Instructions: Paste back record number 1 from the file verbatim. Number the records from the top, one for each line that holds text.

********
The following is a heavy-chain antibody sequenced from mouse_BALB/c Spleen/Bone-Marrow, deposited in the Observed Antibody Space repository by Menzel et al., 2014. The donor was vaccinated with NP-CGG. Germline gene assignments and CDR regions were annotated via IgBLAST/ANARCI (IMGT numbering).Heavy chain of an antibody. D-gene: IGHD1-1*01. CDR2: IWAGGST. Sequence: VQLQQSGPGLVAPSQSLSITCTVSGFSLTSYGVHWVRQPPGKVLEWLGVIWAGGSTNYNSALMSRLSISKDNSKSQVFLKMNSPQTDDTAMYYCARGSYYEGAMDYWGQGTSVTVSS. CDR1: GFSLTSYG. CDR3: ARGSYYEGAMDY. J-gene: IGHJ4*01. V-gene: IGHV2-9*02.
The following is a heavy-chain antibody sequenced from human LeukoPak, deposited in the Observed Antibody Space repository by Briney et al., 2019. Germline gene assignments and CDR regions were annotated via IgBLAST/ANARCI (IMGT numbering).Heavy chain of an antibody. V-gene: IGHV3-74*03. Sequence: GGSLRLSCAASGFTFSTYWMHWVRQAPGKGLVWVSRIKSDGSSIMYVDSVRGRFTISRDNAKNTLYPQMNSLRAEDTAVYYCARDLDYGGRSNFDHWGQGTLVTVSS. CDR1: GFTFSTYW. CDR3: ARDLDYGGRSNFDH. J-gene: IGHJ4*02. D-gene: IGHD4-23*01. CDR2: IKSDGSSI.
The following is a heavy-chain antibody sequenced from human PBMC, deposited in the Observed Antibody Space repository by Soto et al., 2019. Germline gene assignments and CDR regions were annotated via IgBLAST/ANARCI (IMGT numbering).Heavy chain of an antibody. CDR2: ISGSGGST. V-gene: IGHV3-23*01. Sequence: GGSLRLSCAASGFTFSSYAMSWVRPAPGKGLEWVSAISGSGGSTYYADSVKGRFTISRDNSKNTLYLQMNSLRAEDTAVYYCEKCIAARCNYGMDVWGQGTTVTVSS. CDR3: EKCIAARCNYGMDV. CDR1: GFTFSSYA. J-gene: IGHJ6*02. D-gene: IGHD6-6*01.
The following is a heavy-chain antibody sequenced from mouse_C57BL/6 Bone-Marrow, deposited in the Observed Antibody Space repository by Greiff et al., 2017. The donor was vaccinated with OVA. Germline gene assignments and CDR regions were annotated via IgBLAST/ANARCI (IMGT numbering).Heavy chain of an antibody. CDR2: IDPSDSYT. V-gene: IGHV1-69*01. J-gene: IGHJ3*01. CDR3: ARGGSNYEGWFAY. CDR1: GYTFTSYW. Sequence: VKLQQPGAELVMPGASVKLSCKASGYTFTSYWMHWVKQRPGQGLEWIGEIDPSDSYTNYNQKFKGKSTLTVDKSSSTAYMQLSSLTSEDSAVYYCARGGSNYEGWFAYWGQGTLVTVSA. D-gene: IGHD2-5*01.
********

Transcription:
The following is a heavy-chain antibody sequenced from mouse_BALB/c Spleen/Bone-Marrow, deposited in the Observed Antibody Space repository by Menzel et al., 2014. The donor was vaccinated with NP-CGG. Germline gene assignments and CDR regions were annotated via IgBLAST/ANARCI (IMGT numbering).Heavy chain of an antibody. D-gene: IGHD1-1*01. CDR2: IWAGGST. Sequence: VQLQQSGPGLVAPSQSLSITCTVSGFSLTSYGVHWVRQPPGKVLEWLGVIWAGGSTNYNSALMSRLSISKDNSKSQVFLKMNSPQTDDTAMYYCARGSYYEGAMDYWGQGTSVTVSS. CDR1: GFSLTSYG. CDR3: ARGSYYEGAMDY. J-gene: IGHJ4*01. V-gene: IGHV2-9*02.